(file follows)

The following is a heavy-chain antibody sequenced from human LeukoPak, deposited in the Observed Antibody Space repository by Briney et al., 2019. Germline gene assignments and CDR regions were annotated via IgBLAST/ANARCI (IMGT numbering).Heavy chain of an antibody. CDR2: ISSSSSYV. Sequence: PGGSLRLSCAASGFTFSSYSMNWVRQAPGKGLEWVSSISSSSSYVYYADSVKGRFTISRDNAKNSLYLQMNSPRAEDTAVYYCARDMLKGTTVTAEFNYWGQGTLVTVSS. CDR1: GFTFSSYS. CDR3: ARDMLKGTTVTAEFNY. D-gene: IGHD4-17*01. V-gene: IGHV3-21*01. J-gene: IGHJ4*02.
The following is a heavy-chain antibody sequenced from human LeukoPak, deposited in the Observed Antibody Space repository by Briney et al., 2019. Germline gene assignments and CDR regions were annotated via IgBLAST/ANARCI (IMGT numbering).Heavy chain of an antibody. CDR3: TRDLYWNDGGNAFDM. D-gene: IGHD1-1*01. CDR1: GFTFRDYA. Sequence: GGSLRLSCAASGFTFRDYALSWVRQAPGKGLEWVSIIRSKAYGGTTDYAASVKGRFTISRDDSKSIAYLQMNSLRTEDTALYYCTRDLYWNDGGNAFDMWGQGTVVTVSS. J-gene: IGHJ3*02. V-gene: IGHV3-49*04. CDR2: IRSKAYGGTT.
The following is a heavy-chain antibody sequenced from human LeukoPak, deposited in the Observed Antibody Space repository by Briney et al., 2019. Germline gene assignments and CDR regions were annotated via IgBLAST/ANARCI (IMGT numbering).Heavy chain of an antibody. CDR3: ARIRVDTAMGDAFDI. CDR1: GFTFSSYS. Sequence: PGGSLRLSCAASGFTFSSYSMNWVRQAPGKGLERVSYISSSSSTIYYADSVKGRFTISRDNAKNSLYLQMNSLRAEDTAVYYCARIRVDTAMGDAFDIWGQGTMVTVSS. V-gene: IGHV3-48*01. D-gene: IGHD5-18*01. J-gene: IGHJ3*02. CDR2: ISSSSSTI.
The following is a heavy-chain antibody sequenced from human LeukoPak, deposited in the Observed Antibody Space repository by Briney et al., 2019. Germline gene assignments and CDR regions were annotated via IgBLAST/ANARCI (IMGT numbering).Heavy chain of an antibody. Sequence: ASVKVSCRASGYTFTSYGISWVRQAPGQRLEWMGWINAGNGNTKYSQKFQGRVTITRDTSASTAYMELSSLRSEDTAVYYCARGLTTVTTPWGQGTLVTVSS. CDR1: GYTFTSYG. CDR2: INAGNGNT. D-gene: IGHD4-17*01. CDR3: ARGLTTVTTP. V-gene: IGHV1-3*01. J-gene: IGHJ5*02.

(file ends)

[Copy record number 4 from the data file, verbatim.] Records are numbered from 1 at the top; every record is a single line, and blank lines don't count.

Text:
The following is a heavy-chain antibody sequenced from human LeukoPak, deposited in the Observed Antibody Space repository by Briney et al., 2019. Germline gene assignments and CDR regions were annotated via IgBLAST/ANARCI (IMGT numbering).Heavy chain of an antibody. Sequence: ASVKVSCRASGYTFTSYGISWVRQAPGQRLEWMGWINAGNGNTKYSQKFQGRVTITRDTSASTAYMELSSLRSEDTAVYYCARGLTTVTTPWGQGTLVTVSS. CDR1: GYTFTSYG. CDR2: INAGNGNT. D-gene: IGHD4-17*01. CDR3: ARGLTTVTTP. V-gene: IGHV1-3*01. J-gene: IGHJ5*02.